Yesterday, principal deputy White House press secretary Josh Earnest announced President Obama will finally put forth his 2014 fiscal year budget to the American people – a mere two months and a few days past the legal deadline of February 4, 2013.
Earnest said the sequester and other factors played into the tardiness:
The budget, more than two months late after the legal deadline of Feb. 4, was delayed by the year-end debate over taxes and spending, compounded by across-the-board spending cuts that took effect on March 1.
The spending blueprint outlining Obama’s priorities for the year beginning Oct. 1 follows House and Senate adoption of budget resolutions, nonbinding road maps that highlight differences between Democrats and Republicans over taxes, spending and the size of government.
Obama’s budget probably won’t change the political debate. Still, it gives the president a chance to align himself with a vision of modestly reduced U.S. deficits through higher taxes on top earners and ending special tax breaks.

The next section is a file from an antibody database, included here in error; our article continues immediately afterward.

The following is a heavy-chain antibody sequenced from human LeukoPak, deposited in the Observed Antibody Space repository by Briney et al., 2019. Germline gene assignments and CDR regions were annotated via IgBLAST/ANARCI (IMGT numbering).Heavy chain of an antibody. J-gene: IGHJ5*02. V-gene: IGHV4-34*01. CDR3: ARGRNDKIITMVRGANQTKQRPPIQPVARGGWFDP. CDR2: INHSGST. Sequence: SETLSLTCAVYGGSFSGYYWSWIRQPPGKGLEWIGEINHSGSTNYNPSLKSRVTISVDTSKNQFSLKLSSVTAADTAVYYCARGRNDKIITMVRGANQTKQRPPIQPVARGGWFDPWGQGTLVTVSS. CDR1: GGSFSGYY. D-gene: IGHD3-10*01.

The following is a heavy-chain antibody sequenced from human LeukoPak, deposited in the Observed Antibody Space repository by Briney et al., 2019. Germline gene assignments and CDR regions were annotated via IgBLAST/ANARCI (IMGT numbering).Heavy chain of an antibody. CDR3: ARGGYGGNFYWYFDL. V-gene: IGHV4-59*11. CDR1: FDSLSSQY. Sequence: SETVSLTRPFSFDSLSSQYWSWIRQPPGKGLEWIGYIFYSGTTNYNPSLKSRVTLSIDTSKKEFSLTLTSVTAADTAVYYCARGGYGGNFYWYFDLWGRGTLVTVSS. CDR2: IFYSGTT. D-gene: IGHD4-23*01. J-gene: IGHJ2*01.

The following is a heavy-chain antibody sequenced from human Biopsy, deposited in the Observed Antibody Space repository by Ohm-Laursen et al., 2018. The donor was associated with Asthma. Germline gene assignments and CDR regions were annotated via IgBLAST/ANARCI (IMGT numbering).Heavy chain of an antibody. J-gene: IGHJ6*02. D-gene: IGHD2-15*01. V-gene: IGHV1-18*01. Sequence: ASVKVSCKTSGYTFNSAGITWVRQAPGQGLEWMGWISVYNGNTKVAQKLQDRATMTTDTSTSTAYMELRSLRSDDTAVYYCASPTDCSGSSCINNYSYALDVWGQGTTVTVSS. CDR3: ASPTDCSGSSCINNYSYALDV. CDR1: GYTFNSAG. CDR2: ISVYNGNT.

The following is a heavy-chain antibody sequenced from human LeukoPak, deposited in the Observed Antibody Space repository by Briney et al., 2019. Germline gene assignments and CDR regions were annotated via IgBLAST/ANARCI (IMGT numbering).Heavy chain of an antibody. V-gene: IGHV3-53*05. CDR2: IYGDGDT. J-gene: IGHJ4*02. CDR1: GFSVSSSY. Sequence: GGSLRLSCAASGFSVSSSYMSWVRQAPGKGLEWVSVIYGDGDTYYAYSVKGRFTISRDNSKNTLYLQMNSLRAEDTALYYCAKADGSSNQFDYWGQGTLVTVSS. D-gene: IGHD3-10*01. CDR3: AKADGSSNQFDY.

This is a frustrating development, for two reasons. First, the President has broken the law. Not that he’s the first politician or person to do so, but his budget was due a long time ago. Yet he has faced relatively little criticism for this failure to follow the law of the land.
Second, it’s annoying because the President’s “probably won’t change the political debate” understates the case. I doubt it will change the political debate at all, outside of a couple of editorials by The New York Times and a cringeworthy column or two from Paul Krugman praising the budget. Which means those who have focused on this particular violation of the law are somewhat missing the forest for the trees.
At the end of the day, it doesn’t really matter what the President’s budget says. The proposal he submitted to Congress got a combined zero votes last year, and is mostly used as a political tool, not a budgetary one. While it is important to mark this against President Obama as yet another way he has flouted the law, it is also critical to put it into context – that even if he had submitted his budget on time, it would still be a breathtakingly irresponsible document designed more for protection of his political party over protection and safekeeping of the nation.